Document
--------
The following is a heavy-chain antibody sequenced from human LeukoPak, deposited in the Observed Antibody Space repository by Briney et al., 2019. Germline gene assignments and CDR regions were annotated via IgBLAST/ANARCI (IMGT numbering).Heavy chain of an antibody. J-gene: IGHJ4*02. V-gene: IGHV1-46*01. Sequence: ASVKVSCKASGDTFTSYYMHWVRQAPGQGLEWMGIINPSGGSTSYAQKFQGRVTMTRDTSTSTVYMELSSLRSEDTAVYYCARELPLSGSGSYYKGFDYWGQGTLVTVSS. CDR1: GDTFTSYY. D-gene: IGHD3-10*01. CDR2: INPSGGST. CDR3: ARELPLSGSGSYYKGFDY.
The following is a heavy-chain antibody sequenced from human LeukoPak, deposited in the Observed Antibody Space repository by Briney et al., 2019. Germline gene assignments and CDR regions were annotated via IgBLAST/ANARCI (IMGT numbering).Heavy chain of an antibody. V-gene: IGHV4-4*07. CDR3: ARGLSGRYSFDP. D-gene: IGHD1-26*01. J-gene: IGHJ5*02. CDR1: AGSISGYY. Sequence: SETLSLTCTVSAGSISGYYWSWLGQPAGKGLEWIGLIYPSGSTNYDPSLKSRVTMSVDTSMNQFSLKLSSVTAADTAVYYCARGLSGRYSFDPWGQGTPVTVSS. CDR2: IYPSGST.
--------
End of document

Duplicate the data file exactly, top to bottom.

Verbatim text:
The following is a heavy-chain antibody sequenced from human LeukoPak, deposited in the Observed Antibody Space repository by Briney et al., 2019. Germline gene assignments and CDR regions were annotated via IgBLAST/ANARCI (IMGT numbering).Heavy chain of an antibody. J-gene: IGHJ4*02. V-gene: IGHV1-46*01. Sequence: ASVKVSCKASGDTFTSYYMHWVRQAPGQGLEWMGIINPSGGSTSYAQKFQGRVTMTRDTSTSTVYMELSSLRSEDTAVYYCARELPLSGSGSYYKGFDYWGQGTLVTVSS. CDR1: GDTFTSYY. D-gene: IGHD3-10*01. CDR2: INPSGGST. CDR3: ARELPLSGSGSYYKGFDY.
The following is a heavy-chain antibody sequenced from human LeukoPak, deposited in the Observed Antibody Space repository by Briney et al., 2019. Germline gene assignments and CDR regions were annotated via IgBLAST/ANARCI (IMGT numbering).Heavy chain of an antibody. V-gene: IGHV4-4*07. CDR3: ARGLSGRYSFDP. D-gene: IGHD1-26*01. J-gene: IGHJ5*02. CDR1: AGSISGYY. Sequence: SETLSLTCTVSAGSISGYYWSWLGQPAGKGLEWIGLIYPSGSTNYDPSLKSRVTMSVDTSMNQFSLKLSSVTAADTAVYYCARGLSGRYSFDPWGQGTPVTVSS. CDR2: IYPSGST.